Over the past 40 years, China’s dramatic economic reforms have not only lifted millions out of poverty but also opened the country to international influence. Today, its booming middle class sips flavored lattes at Starbucks, buys diamond engagement rings, and even decorates trees at Christmas. And now it’s embracing another Western tradition, one championed by sunburnt retirees and bachelorettes: The Cruise.
This easy all-in-one destination has exploded in popularity over the past decade, with shiny new cruise-liners ushering vacationers down the Yangtze River and off to ports in countries like Japan, Taiwan, and Vietnam. The number of passengers has grown a staggering 40-fold, from just 57,296 in 2008 to nearly 2.4 million in 2018. They spent about $3 billion last year.
“It’s seen as a status symbol,” says photographer Chris Round. “For some, it’s also quite novel, a chance to escape the frenzy of everyday life and the polluted skies of the cities.”
The Sydney-based photographer paid about $600 to experience the buzz aboard The Quantum of the Seas during a three-night cruise from Shanghai to Hong Kong a couple winters ago. At 1,139 feet and 168,666 gross tons, the ship was essentially a skyscraper laid on its side. It was so huge it could spread more than 4,000 passengers over 18 decks without it ever feeling crowded.
The cruise catered to its Chinese customers, with a Mandarin-speaking crew, signs in simplified Chinese, and local cuisine, but it also indulged their international tastes. As the ship plowed through the East China Sea, passengers ate their way through more more than a dozen onboard restaurants, including an American grill, an English pub, and a French patisserie. When not dining, they shopped, browsing face creams at Kiehl’s, handbags at Michael Kors, and gemstones at Bvlgari, with more duty-free luxury commerce during the sole stop in Okinawa, Japan. That’s to say nothing of the entertainment on board, from gambling in the casino to surfing 30,000-gallon simulated waves to grooving out to a Jackson 5 cover band.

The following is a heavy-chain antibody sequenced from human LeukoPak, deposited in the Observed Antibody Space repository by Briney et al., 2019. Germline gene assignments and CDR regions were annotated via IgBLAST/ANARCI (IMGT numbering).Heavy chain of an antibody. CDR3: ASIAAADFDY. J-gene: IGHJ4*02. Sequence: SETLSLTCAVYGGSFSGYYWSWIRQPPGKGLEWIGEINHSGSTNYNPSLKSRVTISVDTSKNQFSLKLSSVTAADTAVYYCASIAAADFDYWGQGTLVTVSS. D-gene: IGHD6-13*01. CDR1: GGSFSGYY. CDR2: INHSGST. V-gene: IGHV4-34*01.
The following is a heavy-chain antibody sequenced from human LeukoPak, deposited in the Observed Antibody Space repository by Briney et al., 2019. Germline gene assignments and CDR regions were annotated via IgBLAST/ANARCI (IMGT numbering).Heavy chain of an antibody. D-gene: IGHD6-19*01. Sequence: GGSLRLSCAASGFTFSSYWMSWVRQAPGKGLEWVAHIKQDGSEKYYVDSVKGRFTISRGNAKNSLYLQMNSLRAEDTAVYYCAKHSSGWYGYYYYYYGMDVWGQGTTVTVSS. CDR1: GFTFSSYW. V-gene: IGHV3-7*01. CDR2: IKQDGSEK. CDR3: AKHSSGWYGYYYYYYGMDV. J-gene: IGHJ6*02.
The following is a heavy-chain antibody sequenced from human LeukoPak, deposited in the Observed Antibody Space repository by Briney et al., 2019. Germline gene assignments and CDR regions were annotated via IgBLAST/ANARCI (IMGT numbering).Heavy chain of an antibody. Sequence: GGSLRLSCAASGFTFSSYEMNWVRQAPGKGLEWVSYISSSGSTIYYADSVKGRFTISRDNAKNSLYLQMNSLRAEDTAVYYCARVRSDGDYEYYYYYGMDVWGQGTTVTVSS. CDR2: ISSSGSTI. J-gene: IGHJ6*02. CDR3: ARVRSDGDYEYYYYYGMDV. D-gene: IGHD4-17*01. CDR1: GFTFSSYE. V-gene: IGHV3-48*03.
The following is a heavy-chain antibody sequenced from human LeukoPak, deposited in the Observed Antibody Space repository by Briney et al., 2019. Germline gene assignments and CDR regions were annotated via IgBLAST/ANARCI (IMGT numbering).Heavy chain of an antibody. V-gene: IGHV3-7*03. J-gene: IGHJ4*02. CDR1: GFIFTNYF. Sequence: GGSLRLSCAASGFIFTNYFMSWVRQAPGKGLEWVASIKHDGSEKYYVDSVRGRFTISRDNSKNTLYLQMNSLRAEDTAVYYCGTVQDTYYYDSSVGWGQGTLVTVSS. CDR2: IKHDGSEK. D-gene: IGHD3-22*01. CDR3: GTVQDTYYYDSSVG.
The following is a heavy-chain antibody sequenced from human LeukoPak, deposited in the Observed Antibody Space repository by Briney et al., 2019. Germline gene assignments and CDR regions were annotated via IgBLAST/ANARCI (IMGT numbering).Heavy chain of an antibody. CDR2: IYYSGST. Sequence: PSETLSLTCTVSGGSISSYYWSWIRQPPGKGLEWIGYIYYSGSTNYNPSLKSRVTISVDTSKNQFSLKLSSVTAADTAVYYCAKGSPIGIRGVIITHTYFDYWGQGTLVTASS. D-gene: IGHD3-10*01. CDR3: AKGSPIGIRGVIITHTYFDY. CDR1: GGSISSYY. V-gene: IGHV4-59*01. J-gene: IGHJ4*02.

Round preferred to wander outdoors, where passengers bundled up in jackets and sweater vests, an odd contrast to the palm trees, pools, and lounge chairs on deck. The weather was mixed, sometimes nippy and gray, but nobody seemed to mind. They gulped in the fresh sea air and snapped selfies while Round snapped them, shooting with a Pentax 67 and Kodak Portra 400 film. “I wanted to try and capture a sense of journey,” he says.
Though the local cruise market took a hit last year, Bernstein analyst David Beckel is optimistic about its future. “The market has grown rapidly because the potential is so great,” he says. “It’s still deeply under-penetrated relative to other markets.” China could hit 7 million cruise passengers by 2030, and maybe even eventually unseat the US (with 13.1 million passengers) as the biggest cruise market in the world. When it does, Round will have a lot more journeys to document.
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